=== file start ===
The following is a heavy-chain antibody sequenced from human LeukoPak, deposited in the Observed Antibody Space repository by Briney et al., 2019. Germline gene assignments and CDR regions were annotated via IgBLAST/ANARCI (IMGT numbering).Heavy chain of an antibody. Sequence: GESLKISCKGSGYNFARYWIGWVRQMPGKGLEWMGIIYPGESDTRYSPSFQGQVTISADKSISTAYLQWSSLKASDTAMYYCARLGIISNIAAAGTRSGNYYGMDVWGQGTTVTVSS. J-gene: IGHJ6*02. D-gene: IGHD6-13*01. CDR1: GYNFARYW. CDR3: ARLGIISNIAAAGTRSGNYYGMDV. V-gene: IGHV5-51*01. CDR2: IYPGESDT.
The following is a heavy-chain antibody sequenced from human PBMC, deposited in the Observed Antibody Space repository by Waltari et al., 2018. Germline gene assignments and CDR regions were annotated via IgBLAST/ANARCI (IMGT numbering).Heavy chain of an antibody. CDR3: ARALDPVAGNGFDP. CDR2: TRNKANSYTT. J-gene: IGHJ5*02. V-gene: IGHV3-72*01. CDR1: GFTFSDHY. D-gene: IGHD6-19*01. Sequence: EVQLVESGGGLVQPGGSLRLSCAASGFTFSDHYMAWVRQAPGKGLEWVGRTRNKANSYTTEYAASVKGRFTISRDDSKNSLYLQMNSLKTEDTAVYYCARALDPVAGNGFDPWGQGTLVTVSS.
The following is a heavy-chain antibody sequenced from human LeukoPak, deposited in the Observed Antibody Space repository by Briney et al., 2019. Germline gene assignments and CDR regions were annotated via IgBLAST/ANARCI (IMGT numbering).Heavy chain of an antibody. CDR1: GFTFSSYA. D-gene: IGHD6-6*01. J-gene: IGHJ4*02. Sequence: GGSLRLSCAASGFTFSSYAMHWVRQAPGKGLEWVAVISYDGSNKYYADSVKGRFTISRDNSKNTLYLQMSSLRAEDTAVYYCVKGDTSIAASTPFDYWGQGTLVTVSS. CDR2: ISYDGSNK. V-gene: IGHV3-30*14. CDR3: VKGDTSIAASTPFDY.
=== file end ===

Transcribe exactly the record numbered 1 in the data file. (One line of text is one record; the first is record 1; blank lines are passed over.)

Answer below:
The following is a heavy-chain antibody sequenced from human LeukoPak, deposited in the Observed Antibody Space repository by Briney et al., 2019. Germline gene assignments and CDR regions were annotated via IgBLAST/ANARCI (IMGT numbering).Heavy chain of an antibody. Sequence: GESLKISCKGSGYNFARYWIGWVRQMPGKGLEWMGIIYPGESDTRYSPSFQGQVTISADKSISTAYLQWSSLKASDTAMYYCARLGIISNIAAAGTRSGNYYGMDVWGQGTTVTVSS. J-gene: IGHJ6*02. D-gene: IGHD6-13*01. CDR1: GYNFARYW. CDR3: ARLGIISNIAAAGTRSGNYYGMDV. V-gene: IGHV5-51*01. CDR2: IYPGESDT.